Door-to-door schemers come in different ages, selling different products, or claiming to raise money for different causes. But it always begins the same way...with a knock.
“In my case it was a woman in her late 20’s who was very polished, very articulate, very slick and reportedly was trying to raise money so she could stay in school,” recalled Greg McNeese, an investigator with the Tarrant County District Attorney’s Office.
McNeese recently had a person posing as a solicitor come to his home, selling magazine subscriptions in an effort, as she phrased it, “to try and raise money for school tuition.”
After asking a few questions, McNeese says he was able to poke holes in the schemer’s story. The stories are often emotional ones – requesting money for school, or a camp, or an illness, or a military family.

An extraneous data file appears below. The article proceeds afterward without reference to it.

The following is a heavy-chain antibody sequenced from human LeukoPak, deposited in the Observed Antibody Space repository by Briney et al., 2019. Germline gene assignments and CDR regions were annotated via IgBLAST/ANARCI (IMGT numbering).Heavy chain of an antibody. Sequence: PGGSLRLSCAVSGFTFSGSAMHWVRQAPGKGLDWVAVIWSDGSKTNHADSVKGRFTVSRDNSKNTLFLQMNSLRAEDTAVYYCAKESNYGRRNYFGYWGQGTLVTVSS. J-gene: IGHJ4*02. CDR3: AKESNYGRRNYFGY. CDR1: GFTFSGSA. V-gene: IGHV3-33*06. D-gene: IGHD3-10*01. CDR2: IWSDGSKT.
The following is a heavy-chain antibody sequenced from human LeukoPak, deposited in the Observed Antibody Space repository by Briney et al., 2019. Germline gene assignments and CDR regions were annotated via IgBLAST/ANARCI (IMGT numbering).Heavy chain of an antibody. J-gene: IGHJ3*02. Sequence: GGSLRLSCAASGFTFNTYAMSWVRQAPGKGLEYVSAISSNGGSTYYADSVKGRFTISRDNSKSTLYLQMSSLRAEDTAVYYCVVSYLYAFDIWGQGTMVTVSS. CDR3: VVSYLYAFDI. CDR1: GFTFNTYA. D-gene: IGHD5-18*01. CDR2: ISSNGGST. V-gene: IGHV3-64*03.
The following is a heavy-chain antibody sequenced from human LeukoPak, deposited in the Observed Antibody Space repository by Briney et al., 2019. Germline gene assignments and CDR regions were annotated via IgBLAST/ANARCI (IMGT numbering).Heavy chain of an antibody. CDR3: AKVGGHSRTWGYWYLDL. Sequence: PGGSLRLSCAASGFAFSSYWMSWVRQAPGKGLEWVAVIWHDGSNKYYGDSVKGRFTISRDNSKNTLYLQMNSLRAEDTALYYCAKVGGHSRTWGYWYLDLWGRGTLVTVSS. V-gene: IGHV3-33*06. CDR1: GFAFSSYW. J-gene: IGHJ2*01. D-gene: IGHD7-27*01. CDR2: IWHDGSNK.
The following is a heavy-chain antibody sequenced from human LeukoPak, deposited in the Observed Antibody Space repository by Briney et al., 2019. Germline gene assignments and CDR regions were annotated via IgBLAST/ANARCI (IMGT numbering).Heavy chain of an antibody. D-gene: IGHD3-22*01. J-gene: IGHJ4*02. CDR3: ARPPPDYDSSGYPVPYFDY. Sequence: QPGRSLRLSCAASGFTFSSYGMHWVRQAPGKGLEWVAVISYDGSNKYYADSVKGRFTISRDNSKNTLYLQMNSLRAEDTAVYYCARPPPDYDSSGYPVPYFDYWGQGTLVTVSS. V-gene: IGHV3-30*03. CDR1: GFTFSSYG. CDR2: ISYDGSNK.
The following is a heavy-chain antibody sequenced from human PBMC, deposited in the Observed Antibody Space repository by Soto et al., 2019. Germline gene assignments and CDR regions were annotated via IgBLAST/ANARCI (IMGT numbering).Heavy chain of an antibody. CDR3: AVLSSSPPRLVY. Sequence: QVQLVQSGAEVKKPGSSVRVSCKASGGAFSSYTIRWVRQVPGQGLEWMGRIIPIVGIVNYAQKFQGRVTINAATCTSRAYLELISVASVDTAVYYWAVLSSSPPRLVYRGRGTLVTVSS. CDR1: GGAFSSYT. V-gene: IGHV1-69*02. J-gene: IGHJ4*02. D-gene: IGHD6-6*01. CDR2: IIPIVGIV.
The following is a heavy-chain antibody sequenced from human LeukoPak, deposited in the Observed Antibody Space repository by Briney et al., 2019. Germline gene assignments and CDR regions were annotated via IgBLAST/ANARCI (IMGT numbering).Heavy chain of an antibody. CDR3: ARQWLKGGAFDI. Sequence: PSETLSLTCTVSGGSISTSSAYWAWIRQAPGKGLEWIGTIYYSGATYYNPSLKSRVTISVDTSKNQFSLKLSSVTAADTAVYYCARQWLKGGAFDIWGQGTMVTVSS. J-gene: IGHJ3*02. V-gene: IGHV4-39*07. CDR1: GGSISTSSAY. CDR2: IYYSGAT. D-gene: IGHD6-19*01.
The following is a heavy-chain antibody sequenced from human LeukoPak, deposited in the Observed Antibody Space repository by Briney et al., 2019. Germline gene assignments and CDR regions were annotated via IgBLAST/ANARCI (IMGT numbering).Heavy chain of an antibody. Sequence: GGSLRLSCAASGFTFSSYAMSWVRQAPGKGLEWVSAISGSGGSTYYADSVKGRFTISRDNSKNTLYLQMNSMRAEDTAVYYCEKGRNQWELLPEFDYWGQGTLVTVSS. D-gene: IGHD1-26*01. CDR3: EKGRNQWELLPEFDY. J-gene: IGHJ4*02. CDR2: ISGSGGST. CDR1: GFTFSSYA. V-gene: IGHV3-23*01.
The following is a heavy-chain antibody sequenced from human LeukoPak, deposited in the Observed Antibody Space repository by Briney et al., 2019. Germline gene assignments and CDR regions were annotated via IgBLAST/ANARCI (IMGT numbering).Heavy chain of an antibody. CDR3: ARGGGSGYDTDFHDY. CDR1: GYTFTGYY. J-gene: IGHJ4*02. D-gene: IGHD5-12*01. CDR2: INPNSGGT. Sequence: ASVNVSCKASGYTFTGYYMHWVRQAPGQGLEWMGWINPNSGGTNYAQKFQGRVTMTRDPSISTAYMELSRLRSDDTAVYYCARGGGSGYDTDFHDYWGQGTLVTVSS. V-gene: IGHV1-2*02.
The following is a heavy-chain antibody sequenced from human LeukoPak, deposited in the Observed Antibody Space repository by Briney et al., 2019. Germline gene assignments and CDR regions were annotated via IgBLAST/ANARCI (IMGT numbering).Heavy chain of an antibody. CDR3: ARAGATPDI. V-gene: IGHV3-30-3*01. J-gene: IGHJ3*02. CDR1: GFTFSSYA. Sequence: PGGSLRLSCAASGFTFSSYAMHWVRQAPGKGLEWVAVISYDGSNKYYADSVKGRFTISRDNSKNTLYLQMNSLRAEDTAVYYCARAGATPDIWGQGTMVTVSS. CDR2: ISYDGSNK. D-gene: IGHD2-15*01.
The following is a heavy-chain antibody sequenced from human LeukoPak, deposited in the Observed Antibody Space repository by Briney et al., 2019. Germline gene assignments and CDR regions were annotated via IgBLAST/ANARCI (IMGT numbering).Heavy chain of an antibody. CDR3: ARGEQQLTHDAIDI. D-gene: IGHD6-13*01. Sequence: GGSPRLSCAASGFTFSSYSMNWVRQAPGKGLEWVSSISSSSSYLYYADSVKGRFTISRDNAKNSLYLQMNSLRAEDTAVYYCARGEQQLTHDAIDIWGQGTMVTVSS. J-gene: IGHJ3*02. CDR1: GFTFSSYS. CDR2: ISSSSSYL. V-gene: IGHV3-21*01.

“I think some of these people are so well trained that's it’s difficult to determine whether these people are legitimate or not,” said McNeese.
Authorities advise when a stranger shows up asking for donations, ask questions about the cause they’re raising money for, a solicitation permit and for ID.
“Don't feel pressured by their slick sales technique, don't feel pressured by the fact that they claim to be doing good or stay in school,” he said.
Whether you choose to donate or deny, authorities say always have a healthy suspicion.
McNeese said, “It may be for legitimate business and there may be something you can get for your money, but unless you know who they are you don't know for sure, so it's a good idea to be careful.”